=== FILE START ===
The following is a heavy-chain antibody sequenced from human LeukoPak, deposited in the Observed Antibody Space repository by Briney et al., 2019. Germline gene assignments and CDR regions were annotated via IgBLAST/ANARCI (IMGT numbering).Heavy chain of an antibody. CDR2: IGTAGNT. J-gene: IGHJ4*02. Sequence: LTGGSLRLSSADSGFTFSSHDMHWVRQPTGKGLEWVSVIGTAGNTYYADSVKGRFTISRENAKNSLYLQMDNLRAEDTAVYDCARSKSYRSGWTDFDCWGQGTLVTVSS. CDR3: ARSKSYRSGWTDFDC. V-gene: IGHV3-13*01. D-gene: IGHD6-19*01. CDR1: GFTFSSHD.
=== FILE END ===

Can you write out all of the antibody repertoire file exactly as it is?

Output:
The following is a heavy-chain antibody sequenced from human LeukoPak, deposited in the Observed Antibody Space repository by Briney et al., 2019. Germline gene assignments and CDR regions were annotated via IgBLAST/ANARCI (IMGT numbering).Heavy chain of an antibody. CDR2: IGTAGNT. J-gene: IGHJ4*02. Sequence: LTGGSLRLSSADSGFTFSSHDMHWVRQPTGKGLEWVSVIGTAGNTYYADSVKGRFTISRENAKNSLYLQMDNLRAEDTAVYDCARSKSYRSGWTDFDCWGQGTLVTVSS. CDR3: ARSKSYRSGWTDFDC. V-gene: IGHV3-13*01. D-gene: IGHD6-19*01. CDR1: GFTFSSHD.